It’s a tragedy when a young life is wasted – but it’s hard to feel sorry for Fitzgerald’s self-deluded, spoiled couple.

What happens to a superficial and narcissistic couple when all their money runs out? This looks set to be the main aim in Fitzgerald’s narrative about a petty, frustrated writer (Anthony Patch) who married a beautiful yet terrible flirt (Gloria).

Of course, before they get married there is that debate on whether he will dedicate himself to his career, but soon all hopes are abandoned as he spends all his time and money cavorting arouns, having parties and going to the theatre. At one point, after the couple decides to trivially rent a house in the middle of the countryside that they subsequently loathe, they run out of money completely yet seem incapable of stopping themselves from spending it.

The man’s puritan grandfather is portrayed as somewhat of a miser whose only function is to die and allow the couple to inherit his money. Unfortunately for them, luck runs out when he catches them in the midst of a raucous party and decides to give his money to charity. That’s life (or greed) for you.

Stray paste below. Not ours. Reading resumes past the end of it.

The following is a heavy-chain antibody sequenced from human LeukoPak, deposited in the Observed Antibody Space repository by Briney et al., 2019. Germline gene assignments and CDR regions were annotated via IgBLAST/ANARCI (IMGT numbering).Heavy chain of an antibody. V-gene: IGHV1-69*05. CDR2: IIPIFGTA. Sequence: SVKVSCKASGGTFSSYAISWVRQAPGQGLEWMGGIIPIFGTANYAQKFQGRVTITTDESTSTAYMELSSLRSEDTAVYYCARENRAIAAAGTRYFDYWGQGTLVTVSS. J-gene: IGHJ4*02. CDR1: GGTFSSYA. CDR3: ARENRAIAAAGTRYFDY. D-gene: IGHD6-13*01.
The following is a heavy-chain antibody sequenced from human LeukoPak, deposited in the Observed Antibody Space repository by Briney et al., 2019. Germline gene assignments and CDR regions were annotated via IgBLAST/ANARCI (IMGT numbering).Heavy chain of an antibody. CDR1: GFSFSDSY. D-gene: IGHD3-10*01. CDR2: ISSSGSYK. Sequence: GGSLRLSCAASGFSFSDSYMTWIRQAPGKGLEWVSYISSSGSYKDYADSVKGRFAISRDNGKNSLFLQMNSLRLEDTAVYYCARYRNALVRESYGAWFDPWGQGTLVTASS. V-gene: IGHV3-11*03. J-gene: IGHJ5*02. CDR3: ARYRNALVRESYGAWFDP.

I’ll be honest – when I put this book down I understood why it had taken me so long to try and read Fitzgerald. The fact that this novel is meant to be based on his relationship with Zelda Fitzgerald makes this possible worse. His petty, nonsensical characters frustrate and bemuse me despite his brilliant writing. Or perhaps that was his point all along?

This review is part of my 1000 books before 30 challenge. Find out more about it here.

Featured image: Creative commons picture by Mobilus in Mobili
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